Warbstow Bury Camp
Warbstow Bury Camp, Cornwall, England.
Warbstow Bury is a multivallate hillfort in Warbstow, north Cornwall. It affords substantial views overlooking north Cornwall and the coast, and is one of the largest and best persevered hillforts in the county.
The defences of this hillfort consist of a double bank and median ditch with further external defences to the south-west, where the ground is considerably less steep.
The innermost rampart survives to a height of about 14½ feet (c.4.4 metres) and is pierced by entrances on the north-west and the south-east. There is a long, low mound visible in the centre of the fort.
The findings of this survey and investigation indicate that, in contrast to previous belief, the middle of three ramparts was most likely the first phase of construction. This is now lost in the east where it is overlain by the impressive inner rampart. There are entrances at the south-east and north-west which are thought to be original, although later modified. An inturned entrance on the south-east suggests controlled entry, although no evidence of the activities which took place within the hillfort in the Iron Age could be determined from the earthworks. It is possible that this phase of construction included facing the inner rampart with quartz, and enhancing the outer rampart with stone walling. However the stone wall may have been added when the ramparts were used as field boundaries in the 19th and 20th centuries.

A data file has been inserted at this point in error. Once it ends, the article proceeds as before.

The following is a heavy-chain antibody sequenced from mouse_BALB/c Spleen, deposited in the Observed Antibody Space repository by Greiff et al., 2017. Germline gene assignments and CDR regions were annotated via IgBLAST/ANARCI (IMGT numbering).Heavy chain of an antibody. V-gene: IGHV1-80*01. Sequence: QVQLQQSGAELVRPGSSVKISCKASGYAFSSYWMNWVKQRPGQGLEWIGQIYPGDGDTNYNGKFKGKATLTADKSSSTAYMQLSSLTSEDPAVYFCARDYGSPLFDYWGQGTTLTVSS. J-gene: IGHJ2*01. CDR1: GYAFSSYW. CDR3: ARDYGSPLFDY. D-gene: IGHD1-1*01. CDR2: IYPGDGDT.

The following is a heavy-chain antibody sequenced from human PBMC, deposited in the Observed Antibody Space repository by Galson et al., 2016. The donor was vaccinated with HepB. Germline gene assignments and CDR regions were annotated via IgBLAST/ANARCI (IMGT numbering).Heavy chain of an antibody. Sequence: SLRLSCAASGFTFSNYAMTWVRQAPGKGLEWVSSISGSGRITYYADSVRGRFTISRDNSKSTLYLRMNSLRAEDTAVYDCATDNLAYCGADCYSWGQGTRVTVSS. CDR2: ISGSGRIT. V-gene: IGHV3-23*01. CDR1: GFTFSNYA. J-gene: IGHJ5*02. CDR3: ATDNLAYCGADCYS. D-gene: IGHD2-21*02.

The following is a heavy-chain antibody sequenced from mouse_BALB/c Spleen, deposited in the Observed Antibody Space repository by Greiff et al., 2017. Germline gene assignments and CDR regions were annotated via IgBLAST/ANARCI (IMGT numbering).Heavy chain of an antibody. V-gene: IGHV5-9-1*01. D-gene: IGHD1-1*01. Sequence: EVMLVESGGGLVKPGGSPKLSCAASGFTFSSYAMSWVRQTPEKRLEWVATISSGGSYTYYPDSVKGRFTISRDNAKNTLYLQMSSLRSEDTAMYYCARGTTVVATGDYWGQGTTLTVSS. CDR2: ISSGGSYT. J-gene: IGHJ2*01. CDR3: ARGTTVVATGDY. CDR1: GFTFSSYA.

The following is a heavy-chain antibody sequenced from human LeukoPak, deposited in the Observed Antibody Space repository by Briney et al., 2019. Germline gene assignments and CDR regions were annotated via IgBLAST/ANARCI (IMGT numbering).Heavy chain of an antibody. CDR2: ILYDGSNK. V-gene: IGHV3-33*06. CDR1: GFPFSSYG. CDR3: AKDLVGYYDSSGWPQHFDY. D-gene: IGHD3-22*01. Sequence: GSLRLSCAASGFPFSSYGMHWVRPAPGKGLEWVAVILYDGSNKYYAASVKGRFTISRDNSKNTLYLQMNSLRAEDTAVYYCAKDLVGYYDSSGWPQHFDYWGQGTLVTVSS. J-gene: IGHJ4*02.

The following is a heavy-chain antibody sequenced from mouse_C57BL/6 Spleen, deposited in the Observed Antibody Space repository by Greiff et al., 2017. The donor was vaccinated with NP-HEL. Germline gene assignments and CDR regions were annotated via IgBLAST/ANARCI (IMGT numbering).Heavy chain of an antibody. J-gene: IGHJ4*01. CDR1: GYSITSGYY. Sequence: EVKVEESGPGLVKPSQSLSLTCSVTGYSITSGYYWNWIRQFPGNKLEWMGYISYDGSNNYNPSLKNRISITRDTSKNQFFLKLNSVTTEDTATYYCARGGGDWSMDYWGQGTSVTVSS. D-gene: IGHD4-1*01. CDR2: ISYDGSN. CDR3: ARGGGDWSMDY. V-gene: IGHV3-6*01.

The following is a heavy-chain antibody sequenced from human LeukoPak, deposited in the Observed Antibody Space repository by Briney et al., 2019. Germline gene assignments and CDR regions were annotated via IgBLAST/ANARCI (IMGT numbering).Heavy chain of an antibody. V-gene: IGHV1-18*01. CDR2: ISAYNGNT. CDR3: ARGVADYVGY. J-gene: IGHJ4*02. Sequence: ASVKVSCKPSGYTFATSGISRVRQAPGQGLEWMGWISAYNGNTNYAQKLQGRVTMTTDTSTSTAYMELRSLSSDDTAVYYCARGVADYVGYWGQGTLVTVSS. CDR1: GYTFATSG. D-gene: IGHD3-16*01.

An internal long mound has been interpreted as a pillow mound, as opposed to the burial place of King Arthur or Warbstow Giant as folklore suggests. This, and other slight earthworks which may relate to a beacon for Queen Victoria’s 1887 jubilee, overlie slight ridge and furrow in the interior. During the Second World War, two sentry boxes were terraced into the inner rampart where the Warbstow Home Guard could watch over the landscape for enemy aircraft.
Warbstow Castle is said to be the home of a giant who was killed when the giant of Launceston Castle threw a tool at him. In the centre of the fort there is a long mound, 22 m long, 10m high and 6m high, flanked by indistinct ditches in the manner of a Neolithic Long Barrow. This is variously known as ‘Arthur’s Grave’, ‘King Arthur’s Tomb, and ‘The Giant’s Grave’ but there is no evidence to link King Arthur with the site and there are lots of Arthur’s Graves in Britain. Experts say it is more likely to be a medieval rabbit warren.
|Access:||Free access to the public|
|Size:||310m x 250m|
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*Extract from Oxford University Atlas of Hillforts